Harman International Industries (HAR) sells audio products such as speakers and amplifiers and car systems that provide GPS and traffic information. The company makes most of its revenue from major auto manufacturers. In 2007, audio and informational devices used in cars accounted for 70% of its net sales,  and the company's three largest clients (car makers all), accounted for 43% of net sales.
The company has benefited from growing demand for increasingly sophisticated information and entertainment devices (WiFi, Televisions, MP3 players, and GPS) in cars. This market is still largely in its infancy with penetration rates of less than 20% in Europe and less than 10% in the United States. However, the company's high exposure to auto manufacturers makes it subject to the cyclicality of the auto industry. The company is also faces pricing pressure from portable navigation devices. Portable navigational device prices have declined over the last several years, providing a cheap alternative to in-car navigational systems. As the cost of key components, such as semiconductor chips and LCD displays, drop, Text-to-voice, Bluetooth and other features which were once considered premium in nature are becoming standard. This has led to greater price competition. Adding to this pressure, Garmin (GRMN), the dominant GPS manufacturer in the U.S., entered the European market in the last few years.
Their business is composed of three segments: Automotive, Consumer, and Professional. The Automotive segment is their largest source of sales and focuses on audio, entertainment, and navigational systems used in cars. The Consumer and Professional segments create audio systems and accessories designed for use in the home, studio, or on the go.
In 2007, Harman's Automotive segment generated 70% of total revenue, while its Consumer and Professional segments generated 14% and 16%, respectively. A large portion of Harman's infotainment contracts are with high-end car makers, such as BMW, Porsche, and Audi.
Harman has grown revenue from $2.23 billion to $3.55 billion from 2002-2007. Revenue grew by 9.3% in 2007.
Margins have declined as Harman shifts towards lower-priced infotainment systems. Gross profit margins increased for the Professional segment and declined for both the Automotive and Consumer segments.
Due to Harman's heavy concentration in the automotive segment, Harman is dependent on the success of automobile makers - specifically Daimler, BMW, and Audi, which make up 43% of total sales. Automotive slowdowns, such as the 12% decline in auto sales in March 2008, dampens demand for Harman's automotive products. In addition, geographically, 63% of total sales are from Europe, compared to only 21% from the U.S.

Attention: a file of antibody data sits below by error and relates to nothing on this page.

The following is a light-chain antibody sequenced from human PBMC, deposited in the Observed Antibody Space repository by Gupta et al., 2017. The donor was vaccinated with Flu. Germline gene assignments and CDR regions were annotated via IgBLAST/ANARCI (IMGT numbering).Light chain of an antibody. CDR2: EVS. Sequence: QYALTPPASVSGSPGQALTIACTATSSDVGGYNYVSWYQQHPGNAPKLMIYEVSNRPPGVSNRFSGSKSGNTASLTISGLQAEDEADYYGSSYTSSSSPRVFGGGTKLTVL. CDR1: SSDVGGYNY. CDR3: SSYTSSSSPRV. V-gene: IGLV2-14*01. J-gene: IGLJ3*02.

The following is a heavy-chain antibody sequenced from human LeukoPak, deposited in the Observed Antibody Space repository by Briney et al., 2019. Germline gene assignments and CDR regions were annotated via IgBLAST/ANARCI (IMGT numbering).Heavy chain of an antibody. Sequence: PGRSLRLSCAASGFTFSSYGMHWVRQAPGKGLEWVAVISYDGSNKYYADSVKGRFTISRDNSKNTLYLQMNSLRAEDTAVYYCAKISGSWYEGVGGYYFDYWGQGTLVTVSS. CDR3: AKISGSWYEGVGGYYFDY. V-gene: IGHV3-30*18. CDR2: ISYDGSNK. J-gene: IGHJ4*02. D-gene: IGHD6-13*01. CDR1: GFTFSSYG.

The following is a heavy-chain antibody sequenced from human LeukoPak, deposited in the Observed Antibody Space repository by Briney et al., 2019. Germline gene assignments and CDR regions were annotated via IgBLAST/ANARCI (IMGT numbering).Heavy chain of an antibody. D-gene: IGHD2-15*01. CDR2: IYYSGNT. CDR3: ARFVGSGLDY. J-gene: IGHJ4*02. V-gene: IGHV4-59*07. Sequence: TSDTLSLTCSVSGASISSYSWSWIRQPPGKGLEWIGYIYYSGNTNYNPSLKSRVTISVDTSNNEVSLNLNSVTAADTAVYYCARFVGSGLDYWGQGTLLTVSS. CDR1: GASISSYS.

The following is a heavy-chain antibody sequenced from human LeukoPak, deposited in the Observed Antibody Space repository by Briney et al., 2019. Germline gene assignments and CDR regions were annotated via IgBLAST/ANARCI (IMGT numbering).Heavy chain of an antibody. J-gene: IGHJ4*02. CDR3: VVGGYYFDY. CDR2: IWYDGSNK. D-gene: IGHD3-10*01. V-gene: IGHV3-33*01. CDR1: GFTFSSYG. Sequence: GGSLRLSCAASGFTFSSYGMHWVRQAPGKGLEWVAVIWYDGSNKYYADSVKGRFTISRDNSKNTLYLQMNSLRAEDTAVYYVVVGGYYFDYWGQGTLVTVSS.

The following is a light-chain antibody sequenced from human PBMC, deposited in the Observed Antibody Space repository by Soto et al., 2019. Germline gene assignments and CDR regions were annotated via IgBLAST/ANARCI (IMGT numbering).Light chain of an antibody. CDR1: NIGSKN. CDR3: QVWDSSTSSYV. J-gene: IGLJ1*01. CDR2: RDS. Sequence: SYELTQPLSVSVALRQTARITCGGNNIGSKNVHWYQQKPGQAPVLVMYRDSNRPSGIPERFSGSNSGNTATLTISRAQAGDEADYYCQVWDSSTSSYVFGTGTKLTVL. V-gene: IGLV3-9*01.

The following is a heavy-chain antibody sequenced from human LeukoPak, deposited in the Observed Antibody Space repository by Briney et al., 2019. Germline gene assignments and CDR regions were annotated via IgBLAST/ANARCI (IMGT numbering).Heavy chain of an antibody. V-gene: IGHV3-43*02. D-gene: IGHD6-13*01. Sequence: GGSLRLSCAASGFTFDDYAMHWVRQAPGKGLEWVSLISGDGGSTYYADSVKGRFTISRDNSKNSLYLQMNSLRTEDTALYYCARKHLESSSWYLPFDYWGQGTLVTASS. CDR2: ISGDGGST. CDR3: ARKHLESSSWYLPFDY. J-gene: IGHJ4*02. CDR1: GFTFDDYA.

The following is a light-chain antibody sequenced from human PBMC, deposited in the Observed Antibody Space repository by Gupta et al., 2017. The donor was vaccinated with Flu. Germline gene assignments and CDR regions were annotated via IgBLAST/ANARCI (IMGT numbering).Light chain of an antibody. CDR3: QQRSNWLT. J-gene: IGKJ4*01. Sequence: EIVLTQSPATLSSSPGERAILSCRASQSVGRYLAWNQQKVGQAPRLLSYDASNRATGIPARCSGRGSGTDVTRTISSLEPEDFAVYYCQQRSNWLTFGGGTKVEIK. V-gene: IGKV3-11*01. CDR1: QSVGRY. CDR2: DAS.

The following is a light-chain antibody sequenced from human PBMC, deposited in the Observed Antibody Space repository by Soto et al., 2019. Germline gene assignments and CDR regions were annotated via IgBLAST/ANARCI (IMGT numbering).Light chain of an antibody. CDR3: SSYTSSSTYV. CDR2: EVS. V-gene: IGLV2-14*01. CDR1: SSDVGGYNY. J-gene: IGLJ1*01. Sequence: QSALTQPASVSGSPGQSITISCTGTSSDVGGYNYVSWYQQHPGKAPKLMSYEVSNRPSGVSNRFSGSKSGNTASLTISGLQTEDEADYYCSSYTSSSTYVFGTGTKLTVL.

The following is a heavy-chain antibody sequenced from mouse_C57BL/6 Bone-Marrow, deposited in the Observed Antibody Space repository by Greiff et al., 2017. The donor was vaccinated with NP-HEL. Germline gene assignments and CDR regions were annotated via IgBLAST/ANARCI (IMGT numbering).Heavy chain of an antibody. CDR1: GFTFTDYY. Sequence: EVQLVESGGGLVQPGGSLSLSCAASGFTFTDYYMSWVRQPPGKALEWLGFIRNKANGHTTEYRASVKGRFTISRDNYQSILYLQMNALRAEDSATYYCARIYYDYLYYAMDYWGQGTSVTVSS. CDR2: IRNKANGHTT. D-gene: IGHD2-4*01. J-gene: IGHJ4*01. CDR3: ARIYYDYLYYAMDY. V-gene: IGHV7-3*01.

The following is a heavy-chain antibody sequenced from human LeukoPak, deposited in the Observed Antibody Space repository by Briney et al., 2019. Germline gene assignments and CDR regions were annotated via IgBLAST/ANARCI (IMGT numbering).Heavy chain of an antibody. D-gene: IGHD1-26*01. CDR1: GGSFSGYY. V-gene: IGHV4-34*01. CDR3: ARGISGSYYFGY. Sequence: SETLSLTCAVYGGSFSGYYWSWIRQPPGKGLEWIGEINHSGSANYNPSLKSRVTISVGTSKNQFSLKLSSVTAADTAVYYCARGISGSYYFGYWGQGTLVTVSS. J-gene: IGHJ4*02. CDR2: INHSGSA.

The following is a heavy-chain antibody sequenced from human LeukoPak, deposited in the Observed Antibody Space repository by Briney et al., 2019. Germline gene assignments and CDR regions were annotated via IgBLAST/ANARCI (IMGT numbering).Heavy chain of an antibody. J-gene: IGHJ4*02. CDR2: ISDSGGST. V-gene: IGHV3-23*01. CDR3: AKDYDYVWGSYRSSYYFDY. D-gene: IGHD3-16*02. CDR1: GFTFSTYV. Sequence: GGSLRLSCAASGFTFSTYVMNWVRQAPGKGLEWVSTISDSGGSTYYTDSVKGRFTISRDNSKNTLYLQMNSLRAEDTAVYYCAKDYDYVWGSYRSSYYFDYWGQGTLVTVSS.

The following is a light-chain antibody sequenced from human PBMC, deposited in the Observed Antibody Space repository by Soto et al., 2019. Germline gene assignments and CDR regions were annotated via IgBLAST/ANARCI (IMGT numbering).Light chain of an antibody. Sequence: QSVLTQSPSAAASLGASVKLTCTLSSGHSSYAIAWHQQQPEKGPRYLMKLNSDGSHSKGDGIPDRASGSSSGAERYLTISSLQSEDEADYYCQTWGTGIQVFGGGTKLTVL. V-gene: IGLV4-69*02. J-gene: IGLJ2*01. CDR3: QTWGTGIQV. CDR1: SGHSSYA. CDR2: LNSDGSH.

Penetration rates of navigation and entertainment systems in the U.S. and Europe remain relatively low at 7% and 15%, respectively. As cars become more sophisticated, the demand for these products will grow each year. As a producer of car systems equipped with voice-activation, hard-drives, GPS navigation, wireless internet access, DVD players, high-quality audio, and traffic information, Harman's growth will be largely dependent on the growing demand for high-tech car products.
Increased competition in the high-end audio market and in portable navigation devices has contributed to the 1% decline in gross margins in 2007. In particular, portable navigational device prices have declined, providing a cheap alternative to in-car navigational systems. This price decline will likely continue as components such as semiconductor chips and lcd displays drop in price. In addition, companies compete more on price since key features (text-to-voice, bluetooth) will become standard in an increasingly commoditized industry. In Harman's case, it also faces increased competition from Garmin (GRMN) the dominant GPS manufacturer in the U.S. The American company has only entered the European market in the last few years, but represents a competitive threat given its size and breadth of products.
Harman's navigational devices are sold as part of a package with luxury-vehicle OEMs. While the following companies sell personal navigation devices, these products compete indirectly with Harman's automotive navigation devices. In addition, Harman began selling personal navigation devices in 2007 through its automotive division. The competitors include:
Meanwhile, Garmin also faces additional pressures from competing cell phones that also provide portal GPS systems. These phones contain the advantage of providing many features in one device, including an MP3 player, calendar, and email access. As the market becomes saturated and more phones with GPS systems are introduced, many analysts have predicted the demise of the stand-alone GPS device.  Current examples of cell phones with GPS systems include several Blackberry models as well as the upcoming rumored iPhone in the summer of 2008.